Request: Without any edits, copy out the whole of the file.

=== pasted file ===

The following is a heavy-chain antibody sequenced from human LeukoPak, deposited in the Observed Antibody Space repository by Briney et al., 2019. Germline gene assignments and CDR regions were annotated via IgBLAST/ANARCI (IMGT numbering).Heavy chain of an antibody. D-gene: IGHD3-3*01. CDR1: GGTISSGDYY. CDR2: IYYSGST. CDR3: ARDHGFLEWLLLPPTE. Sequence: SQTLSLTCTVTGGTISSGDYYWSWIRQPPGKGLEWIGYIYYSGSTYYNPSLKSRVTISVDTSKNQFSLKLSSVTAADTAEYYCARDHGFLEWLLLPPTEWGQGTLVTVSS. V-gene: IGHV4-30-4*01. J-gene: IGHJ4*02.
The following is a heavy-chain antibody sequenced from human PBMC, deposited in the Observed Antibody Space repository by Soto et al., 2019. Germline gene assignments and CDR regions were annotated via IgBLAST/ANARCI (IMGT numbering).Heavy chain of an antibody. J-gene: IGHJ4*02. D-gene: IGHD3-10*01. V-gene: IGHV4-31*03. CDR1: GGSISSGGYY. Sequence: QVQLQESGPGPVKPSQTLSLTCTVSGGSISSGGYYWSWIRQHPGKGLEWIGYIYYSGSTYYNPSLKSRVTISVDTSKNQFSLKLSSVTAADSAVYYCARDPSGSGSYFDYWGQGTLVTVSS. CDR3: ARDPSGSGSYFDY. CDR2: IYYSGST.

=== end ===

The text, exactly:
The following is a heavy-chain antibody sequenced from human LeukoPak, deposited in the Observed Antibody Space repository by Briney et al., 2019. Germline gene assignments and CDR regions were annotated via IgBLAST/ANARCI (IMGT numbering).Heavy chain of an antibody. D-gene: IGHD3-3*01. CDR1: GGTISSGDYY. CDR2: IYYSGST. CDR3: ARDHGFLEWLLLPPTE. Sequence: SQTLSLTCTVTGGTISSGDYYWSWIRQPPGKGLEWIGYIYYSGSTYYNPSLKSRVTISVDTSKNQFSLKLSSVTAADTAEYYCARDHGFLEWLLLPPTEWGQGTLVTVSS. V-gene: IGHV4-30-4*01. J-gene: IGHJ4*02.
The following is a heavy-chain antibody sequenced from human PBMC, deposited in the Observed Antibody Space repository by Soto et al., 2019. Germline gene assignments and CDR regions were annotated via IgBLAST/ANARCI (IMGT numbering).Heavy chain of an antibody. J-gene: IGHJ4*02. D-gene: IGHD3-10*01. V-gene: IGHV4-31*03. CDR1: GGSISSGGYY. Sequence: QVQLQESGPGPVKPSQTLSLTCTVSGGSISSGGYYWSWIRQHPGKGLEWIGYIYYSGSTYYNPSLKSRVTISVDTSKNQFSLKLSSVTAADSAVYYCARDPSGSGSYFDYWGQGTLVTVSS. CDR3: ARDPSGSGSYFDY. CDR2: IYYSGST.